They’re on walls. They’re on ceilings. They’re on cups left in cupboards and anything left outside.
If you’re in south-central Manitoba and feel something crawling on your arm, chances are it’s a lady beetle.
The annual swarm is nothing new to rural Manitobans during September and October, but populations are particularly hearty this year with an upswing in aphids, the insects’ main source of prey.
Aphids were a repeat concern in the province’s weekly insect and disease reports. The pests were noted in cereals, peas and soybeans, with some fields tipping over economic thresholds.
Many of those concerns centred around central Manitoba. In mid-July, the region noted high aphid levels in cereals, while soybean aphids became a growing issue into August.
In late July, counts in fields near Portage la Prairie broke over 250 soybean aphids per plant and some farmers turned to pesticides. By August, the province noted predators were increasing in response, including multicoloured Asian lady beetles, according to Manitoba Agriculture entomologist John Gavloski. The non-native species is the main culprit in Manitoba’s yearly fall invasion.
While there have been no specific counts, Gavloski noted a marked jump in this year’s lady beetle surge.
“I don’t think it’s that we haven’t had high levels of lady beetles the way we now do,” he said. “I think we’ve had those high levels previously, but what’s different is the multicoloured Asian lady beetle, when it comes time to get ready for overwintering, instead of crawling underneath a leaf pile or something like a lot of our native species will, they’re looking for a sort of isolated structure on the horizon to use as an overwintering site.”
The species overwinters in cliff cracks and crevices in their native eastern Asia. In the largely flat Prairies, however, human structures are often the nearest substitute.
“What happens is they congregate in these huge numbers around or on the walls of houses this time of year and they’re looking for, of course, a way that they can get in where they can overwinter, so it becomes very noticeable,” Gavloski said.
For rural residents, it’s become a fall tradition, albeit one with mixed feelings.
Lady beetles are an undisputed boon for farmers, who value the predatory insects as a natural biocontrol for pests.
The beetles are best known for their voracious appetite for aphids, although moth or beetle eggs, thrips, mites or, for some of the province’s 66 species, nectar and pollen, may also make it on to the menu, according to Manitoba Agriculture.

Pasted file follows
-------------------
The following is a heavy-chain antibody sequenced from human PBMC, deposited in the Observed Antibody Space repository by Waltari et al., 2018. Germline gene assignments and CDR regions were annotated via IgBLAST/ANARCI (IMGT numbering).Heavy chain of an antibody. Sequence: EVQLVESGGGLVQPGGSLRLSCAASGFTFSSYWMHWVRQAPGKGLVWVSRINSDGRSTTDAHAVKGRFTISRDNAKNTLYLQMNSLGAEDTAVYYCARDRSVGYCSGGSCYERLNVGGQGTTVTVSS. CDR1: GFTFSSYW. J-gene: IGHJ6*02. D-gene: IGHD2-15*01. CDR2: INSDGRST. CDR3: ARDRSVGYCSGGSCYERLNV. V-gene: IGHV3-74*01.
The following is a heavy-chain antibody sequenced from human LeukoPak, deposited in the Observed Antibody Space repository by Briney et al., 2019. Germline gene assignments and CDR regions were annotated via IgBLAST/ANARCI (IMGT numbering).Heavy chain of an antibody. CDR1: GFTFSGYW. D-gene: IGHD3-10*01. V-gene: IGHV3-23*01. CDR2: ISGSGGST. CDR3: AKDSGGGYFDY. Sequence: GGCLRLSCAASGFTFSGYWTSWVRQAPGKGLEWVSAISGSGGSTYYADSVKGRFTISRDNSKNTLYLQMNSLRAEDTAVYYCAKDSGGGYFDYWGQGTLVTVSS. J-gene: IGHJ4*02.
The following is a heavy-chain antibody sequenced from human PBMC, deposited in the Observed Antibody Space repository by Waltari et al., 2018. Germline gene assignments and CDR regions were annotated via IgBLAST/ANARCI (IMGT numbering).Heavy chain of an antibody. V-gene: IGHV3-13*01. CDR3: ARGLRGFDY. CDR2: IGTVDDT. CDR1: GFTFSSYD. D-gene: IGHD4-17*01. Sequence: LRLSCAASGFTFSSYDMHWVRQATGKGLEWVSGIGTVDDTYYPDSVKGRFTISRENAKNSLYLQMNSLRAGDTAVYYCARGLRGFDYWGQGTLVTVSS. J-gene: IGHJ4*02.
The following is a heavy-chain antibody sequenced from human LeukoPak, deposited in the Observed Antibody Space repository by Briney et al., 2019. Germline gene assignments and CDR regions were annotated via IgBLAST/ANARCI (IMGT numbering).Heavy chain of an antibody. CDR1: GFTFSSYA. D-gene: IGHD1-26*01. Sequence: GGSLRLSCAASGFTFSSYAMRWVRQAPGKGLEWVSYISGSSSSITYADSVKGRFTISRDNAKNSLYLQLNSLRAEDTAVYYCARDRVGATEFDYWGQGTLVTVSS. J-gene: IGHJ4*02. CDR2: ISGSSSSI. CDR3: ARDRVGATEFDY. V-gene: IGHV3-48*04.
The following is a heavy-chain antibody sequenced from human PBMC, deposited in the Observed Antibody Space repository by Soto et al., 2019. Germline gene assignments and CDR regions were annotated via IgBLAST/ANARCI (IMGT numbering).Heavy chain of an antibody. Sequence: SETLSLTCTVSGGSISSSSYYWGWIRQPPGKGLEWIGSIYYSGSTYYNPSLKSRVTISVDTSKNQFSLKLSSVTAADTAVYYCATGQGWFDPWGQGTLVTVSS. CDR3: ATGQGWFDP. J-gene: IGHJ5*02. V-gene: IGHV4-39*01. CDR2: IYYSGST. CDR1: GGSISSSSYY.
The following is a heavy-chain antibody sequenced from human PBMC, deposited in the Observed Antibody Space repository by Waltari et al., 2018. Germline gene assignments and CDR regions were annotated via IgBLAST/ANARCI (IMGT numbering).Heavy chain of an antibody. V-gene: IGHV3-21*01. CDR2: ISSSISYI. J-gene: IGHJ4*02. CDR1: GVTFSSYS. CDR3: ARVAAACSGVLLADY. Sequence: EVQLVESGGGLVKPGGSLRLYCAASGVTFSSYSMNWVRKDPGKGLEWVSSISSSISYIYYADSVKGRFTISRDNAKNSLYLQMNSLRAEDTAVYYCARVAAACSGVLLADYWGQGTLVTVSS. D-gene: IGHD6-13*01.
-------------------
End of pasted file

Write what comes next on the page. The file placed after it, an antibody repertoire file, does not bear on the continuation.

A Manitoba-based study in the ’70s found that an adult 13-spotted lady beetle may eat between 110 to 160 aphids a day in cereal crops, while studies out of Ontario suggest the seven-spotted lady beetle may take out between 80 to 115 soybean aphids daily, depending on gender. The insect’s larvae are almost as useful. The same Ontario studies found that a third-instar seven-spotted lady beetle larvae will eat 105 aphids each day.
For the multicoloured Asian lady beetle, a 1970 study in Asia estimated that larvae eat between 90 to 370 aphids, depending on aphid species, while adults will eat between 15 to 65 aphids per day.
“Loved seeing them in our soybean fields eating aphids,” Ian Steppler, who farms near Miami, said over social media.
Others are less welcoming, largely because, unlike their native counterparts, the multicoloured Asian lady beetle has been known to bite.
The species also shares one of the lady beetles’ common unpleasant traits, releasing a smelly, staining liquid when threatened or injured.
Keep them out
There are few options for residents irked by the insects, Gavloski said, although residents can limit beetles inside the home by sealing wall cracks, using weather stripping around windows and vents and vacuuming up those that get in.
“Don’t squish them, because they will stain and they will smell,” he warned.
Are they pushing out native species?
Introduced lady beetles are a double-edged sword for experts like Gavloski, who note their incredible appetite for yield-destroying bugs while also marking a shift in lady beetle population, one that has increasingly phased out native species.
There is no data on how much native species account for this year’s spotted insect surge. Anecdotally, however, Gavloski noticed that most beetles near Carman are either multicoloured Asian lady beetles or seven-spotted lady beetles, both introduced species.
The native 13-spotted lady beetle, on the other hand, was thin on the ground.
“I would prefer, as far as generalist predators go, to let the native species remain the dominant species and do the work,” he said. “Now, on the positive side, multicoloured Asian lady beetles are a very aggressive lady beetle with, for a lady beetle, a pretty broad appetite and they eat a lot. They’re actually a very good biocontrol agent.”
The species was never intentionally released in Manitoba, Gavloski said, countering the common view that farmers initially brought in the bugs for pest control.
The species was purposefully released in both the United States and Canadian Maritimes through the ’80s, although entomologists now also say that trade may have played a role. The beetles arrived accidentally at several seaports before the first major population was discovered in Louisiana in 1988. The bugs have since spread into Manitoba.
Gavloski noted that the influx has not put a significant dent in aphid populations.
“Lady beetles do have their impact,” he said. “That effect may be seen down the road, but aphids reproduce so quickly. There’s been that causation between aphids and their natural enemies over the eons and the aphids can still build their populations up despite the lady beetle numbers.”